When testing applications, it is important to consider different test environments. Different properties of these environments such as web-browser types and underlying platforms may cause an application to exhibit different types of failures. As applications evolve, they must be regression tested across these different environments. Because there are many environments to consider this process can be expensive, resulting in delayed feedback about failures in applications.
In this work, four techniques and two hybrid techniques are proposed for providing a developer with faster feedback on failures when regression testing applications across different test environments. The proposed techniques draw on methods used in test case prioritization; however, in this case, test environments are prioritized, based on information on recent and frequent failures.
The proposed techniques are especially effective for supporting Continuous Integration (CI) practices. In CI environments, there is a short time interval between runs of regression tests. Developers frequently check their code in to the mainline codebase, and regression tests relevant to that code need to be performed in applicable environments. Existing cost-effective regression testing techniques, which utilize code coverage cannot keep up with the pace of change that occurs in such processes.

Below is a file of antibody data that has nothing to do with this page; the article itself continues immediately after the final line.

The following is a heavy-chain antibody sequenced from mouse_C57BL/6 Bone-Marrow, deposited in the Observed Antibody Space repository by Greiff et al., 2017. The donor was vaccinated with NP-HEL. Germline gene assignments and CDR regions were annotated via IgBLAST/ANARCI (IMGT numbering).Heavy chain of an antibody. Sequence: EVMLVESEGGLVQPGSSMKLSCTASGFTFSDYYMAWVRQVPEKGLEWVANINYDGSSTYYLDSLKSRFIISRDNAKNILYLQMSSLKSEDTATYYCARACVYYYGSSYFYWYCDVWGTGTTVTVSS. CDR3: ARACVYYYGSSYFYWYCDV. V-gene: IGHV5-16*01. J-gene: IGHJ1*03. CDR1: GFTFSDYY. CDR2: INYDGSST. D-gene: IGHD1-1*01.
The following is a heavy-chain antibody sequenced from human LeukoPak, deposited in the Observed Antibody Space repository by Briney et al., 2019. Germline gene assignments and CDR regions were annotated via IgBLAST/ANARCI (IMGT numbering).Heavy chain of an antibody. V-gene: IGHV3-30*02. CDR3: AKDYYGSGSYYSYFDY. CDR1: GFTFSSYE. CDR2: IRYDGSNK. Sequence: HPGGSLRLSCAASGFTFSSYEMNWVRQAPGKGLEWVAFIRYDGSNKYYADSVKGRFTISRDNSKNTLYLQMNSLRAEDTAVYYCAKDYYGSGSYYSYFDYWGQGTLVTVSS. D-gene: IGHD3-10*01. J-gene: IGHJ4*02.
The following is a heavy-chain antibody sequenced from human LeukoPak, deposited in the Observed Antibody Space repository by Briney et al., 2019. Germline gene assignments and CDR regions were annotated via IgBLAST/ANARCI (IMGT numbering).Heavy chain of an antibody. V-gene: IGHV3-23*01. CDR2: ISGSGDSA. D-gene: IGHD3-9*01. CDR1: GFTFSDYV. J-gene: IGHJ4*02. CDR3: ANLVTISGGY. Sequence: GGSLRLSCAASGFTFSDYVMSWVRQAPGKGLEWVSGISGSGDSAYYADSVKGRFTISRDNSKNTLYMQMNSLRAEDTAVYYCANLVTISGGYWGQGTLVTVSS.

The proposed techniques are empirically studied on five non-trivial, popular open source web applications. The results show that the proposed techniques can be cost-effective. The proposed approaches generally detect more failures faster than two baseline approaches, in which test environments are not prioritized or are randomly ordered. In addition, the proposed prioritization techniques are compared and analyzed to decide which techniques are more cost-effective than the other techniques for each experiment object. Furthermore, this study considers developer interests in CI environments. This study shows that the proposed techniques can also give faster feedback on test environments whose testing results are interesting to developers.